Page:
HONOLULU — Jarod Myers spoke Thursday to the group of soon-to-be veterans at the Hale Koa Hotel about the intricacies of making a transition from the military to the civilian job world from the standpoint of an employment-savvy job-seeker who's been there, done that — many times.
- Do put together a very thorough LinkedIn page, with your degree or certification right after your name.
- Don't pigeonhole your salary during an interview by revealing what you think is a reasonable range.
- Don't leave questionable material on your Facebook page, because a hiring manager will check.
It's been a lengthy personal journey for the 30-year-old Myers since the dark days that followed a deployment from Schofield Barracks to Iraq and the loss of a close friend in 2004.
But it's also been his close working relationship with veterans that helped him get his life back on track.
"The military did a damn good job training me, but my heart wasn't trained for what I experienced," said the former "mortarman." "So I really had to find my own path, and in doing that I found that giving back to the military and kind of finding my purpose in life has really been the biggest benefit to me above and beyond taking a pill or putting myself in a class talking about my problems."
Myers was a 20-year-old Army specialist when his friend Pfc. John D. Amos II was killed by a suicide car bomber in Kirkuk, Iraq.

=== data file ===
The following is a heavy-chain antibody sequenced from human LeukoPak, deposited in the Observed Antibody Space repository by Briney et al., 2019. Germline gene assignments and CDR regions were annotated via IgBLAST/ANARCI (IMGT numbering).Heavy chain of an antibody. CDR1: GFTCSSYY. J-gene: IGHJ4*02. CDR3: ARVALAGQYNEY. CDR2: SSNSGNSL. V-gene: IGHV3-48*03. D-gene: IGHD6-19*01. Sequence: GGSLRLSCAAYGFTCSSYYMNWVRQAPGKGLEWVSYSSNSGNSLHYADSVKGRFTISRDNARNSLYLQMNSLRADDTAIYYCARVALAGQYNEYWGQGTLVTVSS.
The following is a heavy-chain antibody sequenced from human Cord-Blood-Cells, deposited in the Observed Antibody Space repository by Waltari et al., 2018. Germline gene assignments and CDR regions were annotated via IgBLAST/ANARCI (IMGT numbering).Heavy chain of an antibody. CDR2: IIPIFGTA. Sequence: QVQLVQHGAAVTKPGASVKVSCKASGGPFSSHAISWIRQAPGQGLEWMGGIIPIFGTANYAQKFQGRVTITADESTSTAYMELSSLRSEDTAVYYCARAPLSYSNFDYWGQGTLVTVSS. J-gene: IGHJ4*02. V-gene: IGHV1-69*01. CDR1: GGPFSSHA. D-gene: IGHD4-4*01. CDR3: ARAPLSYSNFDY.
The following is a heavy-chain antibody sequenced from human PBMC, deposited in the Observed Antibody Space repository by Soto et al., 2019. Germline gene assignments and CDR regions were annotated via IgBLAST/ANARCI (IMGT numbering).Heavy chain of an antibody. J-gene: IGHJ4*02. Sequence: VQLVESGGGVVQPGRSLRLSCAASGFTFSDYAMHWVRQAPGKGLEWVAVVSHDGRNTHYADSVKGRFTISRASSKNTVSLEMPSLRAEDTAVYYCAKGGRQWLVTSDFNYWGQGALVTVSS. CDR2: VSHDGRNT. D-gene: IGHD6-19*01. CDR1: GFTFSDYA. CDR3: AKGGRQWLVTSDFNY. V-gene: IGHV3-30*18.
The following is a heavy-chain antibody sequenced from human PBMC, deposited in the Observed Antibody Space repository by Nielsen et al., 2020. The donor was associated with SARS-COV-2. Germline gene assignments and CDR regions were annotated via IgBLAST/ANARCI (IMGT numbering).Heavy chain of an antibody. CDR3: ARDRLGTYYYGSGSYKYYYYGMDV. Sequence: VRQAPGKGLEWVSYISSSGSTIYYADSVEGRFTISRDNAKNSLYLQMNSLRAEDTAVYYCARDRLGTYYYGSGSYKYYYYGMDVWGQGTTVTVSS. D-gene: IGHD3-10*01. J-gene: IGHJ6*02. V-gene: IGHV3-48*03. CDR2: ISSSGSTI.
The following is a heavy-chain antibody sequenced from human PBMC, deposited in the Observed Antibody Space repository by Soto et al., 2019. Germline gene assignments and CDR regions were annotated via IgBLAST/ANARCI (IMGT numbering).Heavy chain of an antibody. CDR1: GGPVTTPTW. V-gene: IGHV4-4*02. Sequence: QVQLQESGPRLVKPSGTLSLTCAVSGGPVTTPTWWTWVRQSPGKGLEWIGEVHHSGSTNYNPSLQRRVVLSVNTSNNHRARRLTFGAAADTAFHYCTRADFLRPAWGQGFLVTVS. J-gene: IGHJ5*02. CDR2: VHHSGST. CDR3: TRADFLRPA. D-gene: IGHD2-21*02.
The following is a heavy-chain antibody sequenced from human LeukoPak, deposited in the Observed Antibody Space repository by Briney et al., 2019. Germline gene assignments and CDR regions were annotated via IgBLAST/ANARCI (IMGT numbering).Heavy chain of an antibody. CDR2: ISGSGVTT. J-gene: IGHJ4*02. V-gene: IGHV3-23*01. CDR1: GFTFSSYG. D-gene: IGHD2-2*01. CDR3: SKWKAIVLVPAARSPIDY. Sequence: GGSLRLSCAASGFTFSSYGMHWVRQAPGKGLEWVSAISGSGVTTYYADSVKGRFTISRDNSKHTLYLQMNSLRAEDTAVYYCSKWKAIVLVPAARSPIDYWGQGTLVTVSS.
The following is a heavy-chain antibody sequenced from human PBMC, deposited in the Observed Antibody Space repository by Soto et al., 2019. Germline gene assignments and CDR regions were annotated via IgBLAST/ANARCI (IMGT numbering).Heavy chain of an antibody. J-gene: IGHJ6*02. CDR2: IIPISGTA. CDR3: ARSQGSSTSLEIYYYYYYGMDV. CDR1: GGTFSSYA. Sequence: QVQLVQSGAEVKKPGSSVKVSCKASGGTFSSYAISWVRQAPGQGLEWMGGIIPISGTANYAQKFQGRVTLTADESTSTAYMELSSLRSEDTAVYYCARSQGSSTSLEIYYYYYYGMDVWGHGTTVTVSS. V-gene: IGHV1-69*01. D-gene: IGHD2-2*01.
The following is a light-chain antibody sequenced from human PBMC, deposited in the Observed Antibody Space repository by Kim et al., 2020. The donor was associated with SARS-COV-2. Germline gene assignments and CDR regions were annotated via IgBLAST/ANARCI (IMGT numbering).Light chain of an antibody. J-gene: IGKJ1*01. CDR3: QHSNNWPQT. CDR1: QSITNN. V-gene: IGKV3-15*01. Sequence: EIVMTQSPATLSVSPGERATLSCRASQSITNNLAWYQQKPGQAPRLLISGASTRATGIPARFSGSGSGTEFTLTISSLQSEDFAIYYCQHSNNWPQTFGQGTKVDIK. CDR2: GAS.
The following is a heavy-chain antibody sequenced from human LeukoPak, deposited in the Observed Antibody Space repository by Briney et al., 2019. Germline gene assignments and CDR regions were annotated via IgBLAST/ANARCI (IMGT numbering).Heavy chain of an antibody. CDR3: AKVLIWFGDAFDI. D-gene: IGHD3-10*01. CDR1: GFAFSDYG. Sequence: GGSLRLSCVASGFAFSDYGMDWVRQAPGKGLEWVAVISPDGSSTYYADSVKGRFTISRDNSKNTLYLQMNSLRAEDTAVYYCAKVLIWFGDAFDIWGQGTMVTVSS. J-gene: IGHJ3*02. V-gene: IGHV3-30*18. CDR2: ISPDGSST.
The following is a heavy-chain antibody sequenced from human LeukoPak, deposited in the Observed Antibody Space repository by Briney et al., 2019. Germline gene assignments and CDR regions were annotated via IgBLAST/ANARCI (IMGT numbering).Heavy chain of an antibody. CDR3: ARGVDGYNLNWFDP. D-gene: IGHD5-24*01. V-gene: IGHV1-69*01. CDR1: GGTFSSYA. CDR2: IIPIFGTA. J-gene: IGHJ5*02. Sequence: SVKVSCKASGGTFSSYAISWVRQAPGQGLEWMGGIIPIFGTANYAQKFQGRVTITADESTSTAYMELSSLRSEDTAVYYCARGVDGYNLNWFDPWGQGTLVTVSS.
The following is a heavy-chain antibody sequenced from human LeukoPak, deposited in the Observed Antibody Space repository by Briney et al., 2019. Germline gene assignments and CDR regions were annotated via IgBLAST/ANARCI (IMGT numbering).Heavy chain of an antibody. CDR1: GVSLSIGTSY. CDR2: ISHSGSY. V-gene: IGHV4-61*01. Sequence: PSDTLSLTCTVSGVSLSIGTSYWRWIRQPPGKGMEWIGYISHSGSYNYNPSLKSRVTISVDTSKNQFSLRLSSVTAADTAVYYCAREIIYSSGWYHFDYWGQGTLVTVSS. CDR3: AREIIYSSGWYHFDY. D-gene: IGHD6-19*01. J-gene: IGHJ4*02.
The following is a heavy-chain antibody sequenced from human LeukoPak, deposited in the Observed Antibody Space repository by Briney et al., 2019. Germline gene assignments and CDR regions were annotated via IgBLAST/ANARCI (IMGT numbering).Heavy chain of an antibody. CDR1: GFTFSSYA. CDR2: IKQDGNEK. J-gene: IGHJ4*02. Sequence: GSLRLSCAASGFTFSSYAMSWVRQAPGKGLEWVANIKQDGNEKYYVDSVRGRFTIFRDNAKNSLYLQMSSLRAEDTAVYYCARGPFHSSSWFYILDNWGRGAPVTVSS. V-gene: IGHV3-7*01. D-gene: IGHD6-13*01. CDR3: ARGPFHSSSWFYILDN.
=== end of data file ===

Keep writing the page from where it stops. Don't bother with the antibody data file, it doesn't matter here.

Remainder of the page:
Injured in the blast, Myers was sent to a Baghdad hospital where he saw 21 bloodied Marines arrive from fighting in Fallujah and Ramadi. Eight of them died.
Myers, who lives in Texas, eventually checked into a 13-week residential treatment program.
In 2009 he became a veterans constituent liaison for a U.S. representative. That was followed by jobs as the TexVet Initiative assistant manager and in other veterans outreach capacities.
In 2011 he founded the nonprofit Centurion Military Alliance to build a better bridge between the military and civilian jobs.
"I had to find a purpose," he said.
The program brings together colleges, companies, hiring managers and the expertise of Myers and his wife, Chaunte, who served on active duty in the Air Force and is still a reservist.
Myers said he gained his jobs knowledge through trial and error — with a whole lot of the latter.
"A lot of ‘nos,'" he recalls. "A lot of no phone calls."
As of January 2013 roughly 844,000 veterans were unemployed and looking for work, according to the White House.
Each year the military separates between 240,000 and 360,000 service members. About 15 attended the free sessions put on Thursday by Centurion.
Marine Staff Sgt. Luis Santiago, 38, who's with the 3rd Battalion, 3rd Marine Regiment, said he attended to be proactive as he looks ahead to leaving the Marines after 20 years next summer.
"This is more info than what the military gets," he said.
Centurion has held seminars in Texas, Arizona, Oklahoma and Washington state.
The session at the Hale Koa was Myers' first trip back to Hawaii since getting out of the Army in 2005.
He visited a memorial marker for his friend Amos at Schofield.
"While there's not a day that goes by that I don't think about him and that day, I'm certainly far above where I was and where I allowed myself to be given the situation that happened," Myers said. "It's taken 10 years to overcome the setback that I put myself in."